If you’re finding yourself stuck, maybe all you need is a little inspiration to hunt through. To that end, I’ve found you a couple resources that might give you a pointer in the right direction.
The image above comes from an inspiration gallery over at Better Homes and Gardens. You’ll find eighteen different color schemes illustrated, with links to pictures of real weddings based on those colors for each combination. It’s a great place to start.
Another good tool is the color wheel at Brides.com. You can pick a color range you want to work in, a level of contrast you prefer, or just let the wheel spin and spit out what it will. This one doesn’t direct you to weddings in those colors, but if you find something that appeals, you can go look at real things in those shades and see how you like them.
Color sets mood. It helps make the design cohesive. Whether your preference is graphic black and white, gentle pink and cream, giddy orange and yellow, or lush purple and red, your colors should make you happy.
Go find what makes you smile, and then make it your wedding day.]]>
Of course table settings are one thing… but far from the only thing you can do in mint. How about a mint wedding gown?
I found this pic at Stella Harper Events, and I love it. Not only is the dress fabulous, the VW microbus in the back looks exactly like the one my father drove for about twenty years until he passed it on to one of my brothers.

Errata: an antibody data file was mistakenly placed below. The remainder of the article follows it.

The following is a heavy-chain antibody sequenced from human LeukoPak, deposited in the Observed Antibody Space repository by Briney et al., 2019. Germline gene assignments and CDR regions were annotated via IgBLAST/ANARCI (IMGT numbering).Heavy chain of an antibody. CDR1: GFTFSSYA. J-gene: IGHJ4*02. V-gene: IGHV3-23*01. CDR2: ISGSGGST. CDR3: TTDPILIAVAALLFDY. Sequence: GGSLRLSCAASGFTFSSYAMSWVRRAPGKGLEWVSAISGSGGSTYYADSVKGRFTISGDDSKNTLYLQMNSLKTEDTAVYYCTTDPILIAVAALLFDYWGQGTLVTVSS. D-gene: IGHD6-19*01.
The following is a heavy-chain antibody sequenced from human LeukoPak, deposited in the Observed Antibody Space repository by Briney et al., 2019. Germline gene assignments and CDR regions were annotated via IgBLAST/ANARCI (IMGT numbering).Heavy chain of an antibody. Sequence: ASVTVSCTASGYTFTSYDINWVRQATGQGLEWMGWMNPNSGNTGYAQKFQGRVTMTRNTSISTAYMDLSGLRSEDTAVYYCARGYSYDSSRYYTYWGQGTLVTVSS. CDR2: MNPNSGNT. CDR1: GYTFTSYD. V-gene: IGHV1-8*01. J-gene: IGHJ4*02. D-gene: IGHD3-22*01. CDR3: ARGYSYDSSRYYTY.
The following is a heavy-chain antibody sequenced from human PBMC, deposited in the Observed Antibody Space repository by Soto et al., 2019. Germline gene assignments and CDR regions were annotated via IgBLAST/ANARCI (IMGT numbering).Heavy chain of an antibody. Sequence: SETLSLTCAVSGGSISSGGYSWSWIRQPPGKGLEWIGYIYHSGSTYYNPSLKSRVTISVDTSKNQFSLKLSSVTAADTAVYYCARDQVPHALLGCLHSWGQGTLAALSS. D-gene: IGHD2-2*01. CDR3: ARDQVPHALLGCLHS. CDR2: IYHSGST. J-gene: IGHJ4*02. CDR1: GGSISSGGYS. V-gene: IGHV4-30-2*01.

But not everyone is ready to wear a mint wedding gown. Of course, that doesn’t mean you can’t have a few colorful accessories to pull the color scheme together.
Check out this etherial wedding halo of mint fabric flowers and pearls I spotted at Platinum Weddings and Events.
And of course it looks delicious on the buffet table!
de la Renta showed several colored wedding gowns in his latest collection. Some were vibrant red like this, the others were a more ethereal blue. Vera Wang showed gowns in shades of red from an almost black burgundy to a vivid vermillion. Red, blue, purple, pink… color is one of the top stories of bridal couture for the coming year. But what does that mean for you?
Frankly, it means what you want it to mean. While color is being shown in more and more collections, it’s still just a fraction of what’s available. White isn’t going anywhere, anymore than ivory, blush, or ecru are. If your dream is a white gown, then I say go for it.